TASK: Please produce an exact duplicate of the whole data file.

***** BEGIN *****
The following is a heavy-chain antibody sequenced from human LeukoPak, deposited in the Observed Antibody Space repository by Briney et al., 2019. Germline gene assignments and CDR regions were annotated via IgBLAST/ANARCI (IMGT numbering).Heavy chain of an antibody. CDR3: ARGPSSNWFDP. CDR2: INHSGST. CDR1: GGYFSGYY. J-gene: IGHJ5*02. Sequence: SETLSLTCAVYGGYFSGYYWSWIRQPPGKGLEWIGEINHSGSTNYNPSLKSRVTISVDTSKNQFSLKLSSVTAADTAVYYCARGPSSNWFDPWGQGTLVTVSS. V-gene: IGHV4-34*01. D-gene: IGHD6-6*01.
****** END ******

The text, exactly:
The following is a heavy-chain antibody sequenced from human LeukoPak, deposited in the Observed Antibody Space repository by Briney et al., 2019. Germline gene assignments and CDR regions were annotated via IgBLAST/ANARCI (IMGT numbering).Heavy chain of an antibody. CDR3: ARGPSSNWFDP. CDR2: INHSGST. CDR1: GGYFSGYY. J-gene: IGHJ5*02. Sequence: SETLSLTCAVYGGYFSGYYWSWIRQPPGKGLEWIGEINHSGSTNYNPSLKSRVTISVDTSKNQFSLKLSSVTAADTAVYYCARGPSSNWFDPWGQGTLVTVSS. V-gene: IGHV4-34*01. D-gene: IGHD6-6*01.